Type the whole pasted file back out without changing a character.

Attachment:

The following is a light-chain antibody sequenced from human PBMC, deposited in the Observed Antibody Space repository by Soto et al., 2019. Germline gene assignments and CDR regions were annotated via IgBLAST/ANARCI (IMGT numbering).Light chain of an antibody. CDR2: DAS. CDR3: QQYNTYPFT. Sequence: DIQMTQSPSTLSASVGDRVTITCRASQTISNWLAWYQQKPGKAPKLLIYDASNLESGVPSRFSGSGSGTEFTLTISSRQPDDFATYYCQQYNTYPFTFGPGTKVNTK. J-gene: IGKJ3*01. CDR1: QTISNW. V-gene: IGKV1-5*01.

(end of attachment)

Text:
The following is a light-chain antibody sequenced from human PBMC, deposited in the Observed Antibody Space repository by Soto et al., 2019. Germline gene assignments and CDR regions were annotated via IgBLAST/ANARCI (IMGT numbering).Light chain of an antibody. CDR2: DAS. CDR3: QQYNTYPFT. Sequence: DIQMTQSPSTLSASVGDRVTITCRASQTISNWLAWYQQKPGKAPKLLIYDASNLESGVPSRFSGSGSGTEFTLTISSRQPDDFATYYCQQYNTYPFTFGPGTKVNTK. J-gene: IGKJ3*01. CDR1: QTISNW. V-gene: IGKV1-5*01.